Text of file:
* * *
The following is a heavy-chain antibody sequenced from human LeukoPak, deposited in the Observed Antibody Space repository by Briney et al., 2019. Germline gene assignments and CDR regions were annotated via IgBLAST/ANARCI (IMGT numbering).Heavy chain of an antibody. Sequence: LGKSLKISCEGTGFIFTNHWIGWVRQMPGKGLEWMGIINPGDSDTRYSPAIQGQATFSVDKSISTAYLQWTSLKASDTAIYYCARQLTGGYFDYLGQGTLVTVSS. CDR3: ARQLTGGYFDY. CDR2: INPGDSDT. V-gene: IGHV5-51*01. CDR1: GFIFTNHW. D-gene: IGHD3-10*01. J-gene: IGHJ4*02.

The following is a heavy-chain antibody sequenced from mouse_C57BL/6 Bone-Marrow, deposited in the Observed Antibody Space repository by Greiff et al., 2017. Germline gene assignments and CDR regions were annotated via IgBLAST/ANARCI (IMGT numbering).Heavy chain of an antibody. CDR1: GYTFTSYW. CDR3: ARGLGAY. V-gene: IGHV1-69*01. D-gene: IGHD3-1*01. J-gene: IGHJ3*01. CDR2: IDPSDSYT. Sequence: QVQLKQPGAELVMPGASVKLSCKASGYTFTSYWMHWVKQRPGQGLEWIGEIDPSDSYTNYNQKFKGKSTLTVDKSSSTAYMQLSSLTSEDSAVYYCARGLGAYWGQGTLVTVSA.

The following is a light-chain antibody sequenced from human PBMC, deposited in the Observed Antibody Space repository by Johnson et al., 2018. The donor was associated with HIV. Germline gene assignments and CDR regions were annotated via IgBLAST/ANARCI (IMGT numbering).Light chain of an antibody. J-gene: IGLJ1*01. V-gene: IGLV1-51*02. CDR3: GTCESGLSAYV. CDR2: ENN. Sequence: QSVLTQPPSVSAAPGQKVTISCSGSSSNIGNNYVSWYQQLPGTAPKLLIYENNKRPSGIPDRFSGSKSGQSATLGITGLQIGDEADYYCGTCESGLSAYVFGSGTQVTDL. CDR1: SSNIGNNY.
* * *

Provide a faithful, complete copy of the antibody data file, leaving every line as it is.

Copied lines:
The following is a heavy-chain antibody sequenced from human LeukoPak, deposited in the Observed Antibody Space repository by Briney et al., 2019. Germline gene assignments and CDR regions were annotated via IgBLAST/ANARCI (IMGT numbering).Heavy chain of an antibody. Sequence: LGKSLKISCEGTGFIFTNHWIGWVRQMPGKGLEWMGIINPGDSDTRYSPAIQGQATFSVDKSISTAYLQWTSLKASDTAIYYCARQLTGGYFDYLGQGTLVTVSS. CDR3: ARQLTGGYFDY. CDR2: INPGDSDT. V-gene: IGHV5-51*01. CDR1: GFIFTNHW. D-gene: IGHD3-10*01. J-gene: IGHJ4*02.

The following is a heavy-chain antibody sequenced from mouse_C57BL/6 Bone-Marrow, deposited in the Observed Antibody Space repository by Greiff et al., 2017. Germline gene assignments and CDR regions were annotated via IgBLAST/ANARCI (IMGT numbering).Heavy chain of an antibody. CDR1: GYTFTSYW. CDR3: ARGLGAY. V-gene: IGHV1-69*01. D-gene: IGHD3-1*01. J-gene: IGHJ3*01. CDR2: IDPSDSYT. Sequence: QVQLKQPGAELVMPGASVKLSCKASGYTFTSYWMHWVKQRPGQGLEWIGEIDPSDSYTNYNQKFKGKSTLTVDKSSSTAYMQLSSLTSEDSAVYYCARGLGAYWGQGTLVTVSA.

The following is a light-chain antibody sequenced from human PBMC, deposited in the Observed Antibody Space repository by Johnson et al., 2018. The donor was associated with HIV. Germline gene assignments and CDR regions were annotated via IgBLAST/ANARCI (IMGT numbering).Light chain of an antibody. J-gene: IGLJ1*01. V-gene: IGLV1-51*02. CDR3: GTCESGLSAYV. CDR2: ENN. Sequence: QSVLTQPPSVSAAPGQKVTISCSGSSSNIGNNYVSWYQQLPGTAPKLLIYENNKRPSGIPDRFSGSKSGQSATLGITGLQIGDEADYYCGTCESGLSAYVFGSGTQVTDL. CDR1: SSNIGNNY.